It is undoubtedly true that in the public sphere some atheists (including me) have made fun of some of the more preposterous claims of religion. In fact, in some situations laughing is the most appropriate response, as recognized by Thomas Jefferson when he said, "Ridicule is the only weapon which can be used against unintelligible propositions. Ideas must be distinct before reason can act upon them." For example, what can you do about the 'nutters' other than laugh at them? The excellent comic strip Jesus and Mo makes much the same point.
But pointing out the ridiculous implications of an opponent's argument is part of the polemical nature of public debate on any issue. It is no different than religious people confidently asserting that there is a god and that we atheists are going to hell or at least are 'not saved', whatever that means. As an atheist my feelings are not at all hurt and neither am I offended by such assertions. Why should I be since I don't believe in god or hell? From my point of view, such claims are merely laughable. Similarly, religious friends and relatives sometimes send me jokes that make fun of atheism and atheists. If the jokes are funny, I am amused. If not, it is just a few moments of time wasted. But there is nothing to be offended about.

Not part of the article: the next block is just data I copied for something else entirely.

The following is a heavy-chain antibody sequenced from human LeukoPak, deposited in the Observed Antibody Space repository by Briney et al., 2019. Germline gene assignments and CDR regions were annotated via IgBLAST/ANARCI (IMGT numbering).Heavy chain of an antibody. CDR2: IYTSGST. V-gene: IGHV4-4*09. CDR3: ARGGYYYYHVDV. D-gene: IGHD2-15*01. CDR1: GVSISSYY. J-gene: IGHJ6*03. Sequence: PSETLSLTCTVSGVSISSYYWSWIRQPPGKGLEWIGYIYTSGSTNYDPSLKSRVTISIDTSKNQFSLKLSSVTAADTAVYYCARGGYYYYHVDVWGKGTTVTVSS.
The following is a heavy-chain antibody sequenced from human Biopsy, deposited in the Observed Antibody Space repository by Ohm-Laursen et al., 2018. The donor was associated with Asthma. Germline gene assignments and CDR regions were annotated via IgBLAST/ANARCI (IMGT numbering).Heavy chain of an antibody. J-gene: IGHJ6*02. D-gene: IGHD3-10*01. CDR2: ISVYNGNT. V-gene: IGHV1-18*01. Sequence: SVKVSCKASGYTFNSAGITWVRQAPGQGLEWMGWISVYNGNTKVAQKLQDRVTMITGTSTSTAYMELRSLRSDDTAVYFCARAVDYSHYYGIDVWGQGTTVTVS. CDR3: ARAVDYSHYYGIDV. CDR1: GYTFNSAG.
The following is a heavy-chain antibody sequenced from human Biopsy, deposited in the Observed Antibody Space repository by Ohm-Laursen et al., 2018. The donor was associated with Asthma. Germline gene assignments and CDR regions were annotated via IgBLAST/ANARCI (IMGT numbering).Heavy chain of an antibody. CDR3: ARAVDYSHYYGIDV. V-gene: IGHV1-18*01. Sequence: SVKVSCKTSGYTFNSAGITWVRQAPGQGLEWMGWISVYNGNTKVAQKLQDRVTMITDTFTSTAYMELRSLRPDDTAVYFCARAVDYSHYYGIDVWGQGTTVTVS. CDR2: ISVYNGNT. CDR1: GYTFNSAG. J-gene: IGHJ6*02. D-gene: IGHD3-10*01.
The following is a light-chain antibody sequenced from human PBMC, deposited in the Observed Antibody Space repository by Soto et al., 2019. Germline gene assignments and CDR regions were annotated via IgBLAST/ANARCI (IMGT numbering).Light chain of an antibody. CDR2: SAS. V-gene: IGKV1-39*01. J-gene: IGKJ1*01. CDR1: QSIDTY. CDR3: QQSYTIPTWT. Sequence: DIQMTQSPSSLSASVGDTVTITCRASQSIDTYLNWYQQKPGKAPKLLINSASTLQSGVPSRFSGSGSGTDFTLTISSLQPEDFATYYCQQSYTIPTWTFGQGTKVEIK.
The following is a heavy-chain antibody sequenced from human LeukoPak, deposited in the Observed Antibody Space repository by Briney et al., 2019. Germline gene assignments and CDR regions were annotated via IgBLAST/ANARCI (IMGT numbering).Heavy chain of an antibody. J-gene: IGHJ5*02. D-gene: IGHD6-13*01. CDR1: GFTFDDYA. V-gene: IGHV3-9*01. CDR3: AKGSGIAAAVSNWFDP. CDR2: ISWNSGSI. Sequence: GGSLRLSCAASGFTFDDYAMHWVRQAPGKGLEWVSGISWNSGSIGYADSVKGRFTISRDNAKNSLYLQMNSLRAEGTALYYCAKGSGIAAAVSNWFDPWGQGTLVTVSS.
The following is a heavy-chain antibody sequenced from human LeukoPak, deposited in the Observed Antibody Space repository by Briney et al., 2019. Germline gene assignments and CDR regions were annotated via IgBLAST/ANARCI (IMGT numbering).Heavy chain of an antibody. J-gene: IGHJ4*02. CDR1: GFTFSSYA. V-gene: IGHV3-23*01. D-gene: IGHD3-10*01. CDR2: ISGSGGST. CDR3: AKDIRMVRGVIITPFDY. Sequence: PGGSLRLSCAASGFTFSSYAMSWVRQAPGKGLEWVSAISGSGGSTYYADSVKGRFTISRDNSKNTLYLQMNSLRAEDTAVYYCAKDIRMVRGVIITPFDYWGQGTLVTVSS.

New atheists are urged by fellow atheists like Massimo Pigliucci to be 'measured and humble' (in the manner of Carl Sagan) and not use the 'angry and inflated rhetoric' of Richard Dawkins. A new book Reason, Faith, and Revolution: Reflections on the God Debate by Terry Eagleton supposedly attacks the new atheists. In a review of it, James Wood (a self-described atheist) suggests that "What is needed is neither the overweening rationalism of a Dawkins nor the rarefied religious belief of an Eagleton but a theologically engaged atheism that resembles disappointed belief."